[SHOT 2018] TNVC Colortac CV14 – Colored Nightvision

    For those who are familiar with night vision can see in their mind’s eye the stereotypical kryptonite green colored images. Even in the best night vision setups the image is green. My PVS-14 is Gen III and the image it produces is phenomenal. However it is still green. For those with more disposable income than me, you can get night vision with white phosphor tubes and the image is a pale greenish white.

    The white phosphor tubes cost around $3k. That’s not even including the night vision device to put it in.

    See All The Colors

    Well ColorTac has come out with a clip on device that causes the user to see the night vision image in color.  You can see the examples below.

    Yes the coloring looks like a photo from the 1970s. However the fact that you can see colors without a flashlight is amazing.

    The ColorTac CVA-14. CVA stands for Color Vision Adapter. is a light weight but bulky adapter that opens up and attaches to the front and rear of a PVS-14.


    It is a bit bulky when wearing it on your head.

    Even though it looks bulky it is surprisingly light weight for how big it is.

    Here is what I saw at Shot Show. Colortac had two PVS-14 looking into a box. Each one looking at a color chart. One of the PVS-14 had the CVA-14 on it.


    How does it work?



    The CVA-14 uses a pair of filters. They spin in sync with each other. Light enters the front and is projected out the back. Meanwhile your eye is looking at the image through the rear spinning filter.

    Why would this make a color image? You need to look at old photography technology. Before there was color film, it was possible to make a color image using only black photography. You get a black and white camera and take three photos with a red, green or blue filter in front of the camera lens. So you take one photo with a red filter, Take another photo with green filter and repeat for blue.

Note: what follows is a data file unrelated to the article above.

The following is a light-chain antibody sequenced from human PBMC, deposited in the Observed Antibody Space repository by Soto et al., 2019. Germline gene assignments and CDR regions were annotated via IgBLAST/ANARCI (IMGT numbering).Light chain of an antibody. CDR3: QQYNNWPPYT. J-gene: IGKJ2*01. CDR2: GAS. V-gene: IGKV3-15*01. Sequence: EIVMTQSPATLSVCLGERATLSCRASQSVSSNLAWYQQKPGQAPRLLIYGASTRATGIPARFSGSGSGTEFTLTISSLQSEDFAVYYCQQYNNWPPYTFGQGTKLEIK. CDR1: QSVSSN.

Once you develop those photos, you project them with their corresponding colored filters. The photo that was shot with a red filter is projected and shone thru a red filter. Do that for the other two photos and have the images projected ontop of one another and the photo will be full color. Seeing is believing.

    Here are the strike indusries.

    The one downside is the price. $2700.You could run this on a dual PVS-14 rig. Just position the CVA-14 over your dominant eye and your brain will trick the left eye. They make a 5.56×45 in Adaptive tactical CA


    Nicholas C

    Steadicam Gun Operator
    Night Vision & Thermal Aficionado
    Flashlight/Laser Enthusiast
    USPSA competitor

    Any questions please email him at [email protected]